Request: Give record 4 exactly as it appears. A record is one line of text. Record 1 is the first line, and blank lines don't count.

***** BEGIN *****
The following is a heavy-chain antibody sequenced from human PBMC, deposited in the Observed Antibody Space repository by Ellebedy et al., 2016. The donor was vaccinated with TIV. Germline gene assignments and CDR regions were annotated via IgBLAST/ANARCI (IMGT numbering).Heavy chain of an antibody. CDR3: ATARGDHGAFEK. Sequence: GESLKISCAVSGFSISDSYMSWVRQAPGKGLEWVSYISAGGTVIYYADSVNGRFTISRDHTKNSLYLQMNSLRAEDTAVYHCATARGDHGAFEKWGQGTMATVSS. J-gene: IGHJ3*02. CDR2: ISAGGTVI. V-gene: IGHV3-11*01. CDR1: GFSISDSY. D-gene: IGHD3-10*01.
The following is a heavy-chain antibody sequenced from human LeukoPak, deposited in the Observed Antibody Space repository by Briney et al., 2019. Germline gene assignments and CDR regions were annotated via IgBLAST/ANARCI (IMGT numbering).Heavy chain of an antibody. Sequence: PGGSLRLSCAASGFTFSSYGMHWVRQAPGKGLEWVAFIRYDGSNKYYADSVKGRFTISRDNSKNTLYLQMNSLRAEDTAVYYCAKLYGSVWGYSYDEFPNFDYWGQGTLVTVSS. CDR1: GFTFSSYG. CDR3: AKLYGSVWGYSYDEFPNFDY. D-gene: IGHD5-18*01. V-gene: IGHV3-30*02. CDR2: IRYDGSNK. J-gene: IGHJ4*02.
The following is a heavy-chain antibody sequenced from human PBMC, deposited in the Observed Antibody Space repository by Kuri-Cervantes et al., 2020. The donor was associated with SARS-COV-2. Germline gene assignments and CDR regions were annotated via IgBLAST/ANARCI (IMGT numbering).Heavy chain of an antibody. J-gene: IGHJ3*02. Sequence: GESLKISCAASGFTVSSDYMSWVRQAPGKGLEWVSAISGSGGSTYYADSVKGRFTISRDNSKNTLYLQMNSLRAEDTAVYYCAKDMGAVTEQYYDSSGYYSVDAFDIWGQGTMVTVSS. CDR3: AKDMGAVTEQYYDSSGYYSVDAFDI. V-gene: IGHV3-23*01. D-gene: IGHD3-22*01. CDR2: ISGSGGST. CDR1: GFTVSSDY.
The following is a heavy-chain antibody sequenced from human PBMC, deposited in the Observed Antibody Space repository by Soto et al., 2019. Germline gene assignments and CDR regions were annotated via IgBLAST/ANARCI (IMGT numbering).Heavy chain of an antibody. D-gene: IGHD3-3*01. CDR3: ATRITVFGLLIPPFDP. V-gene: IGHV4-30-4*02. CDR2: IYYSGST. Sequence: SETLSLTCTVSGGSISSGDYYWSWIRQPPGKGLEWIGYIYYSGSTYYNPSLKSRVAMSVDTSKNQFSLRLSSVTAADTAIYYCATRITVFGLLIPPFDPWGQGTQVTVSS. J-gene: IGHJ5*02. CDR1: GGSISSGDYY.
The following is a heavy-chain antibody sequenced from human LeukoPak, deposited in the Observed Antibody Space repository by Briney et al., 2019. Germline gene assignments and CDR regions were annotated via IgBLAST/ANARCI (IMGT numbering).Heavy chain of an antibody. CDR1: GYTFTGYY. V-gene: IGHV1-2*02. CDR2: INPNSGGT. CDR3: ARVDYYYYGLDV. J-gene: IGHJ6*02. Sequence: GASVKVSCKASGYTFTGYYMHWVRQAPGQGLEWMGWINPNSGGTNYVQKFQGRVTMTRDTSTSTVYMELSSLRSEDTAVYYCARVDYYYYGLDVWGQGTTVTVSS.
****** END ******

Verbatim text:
The following is a heavy-chain antibody sequenced from human PBMC, deposited in the Observed Antibody Space repository by Soto et al., 2019. Germline gene assignments and CDR regions were annotated via IgBLAST/ANARCI (IMGT numbering).Heavy chain of an antibody. D-gene: IGHD3-3*01. CDR3: ATRITVFGLLIPPFDP. V-gene: IGHV4-30-4*02. CDR2: IYYSGST. Sequence: SETLSLTCTVSGGSISSGDYYWSWIRQPPGKGLEWIGYIYYSGSTYYNPSLKSRVAMSVDTSKNQFSLRLSSVTAADTAIYYCATRITVFGLLIPPFDPWGQGTQVTVSS. J-gene: IGHJ5*02. CDR1: GGSISSGDYY.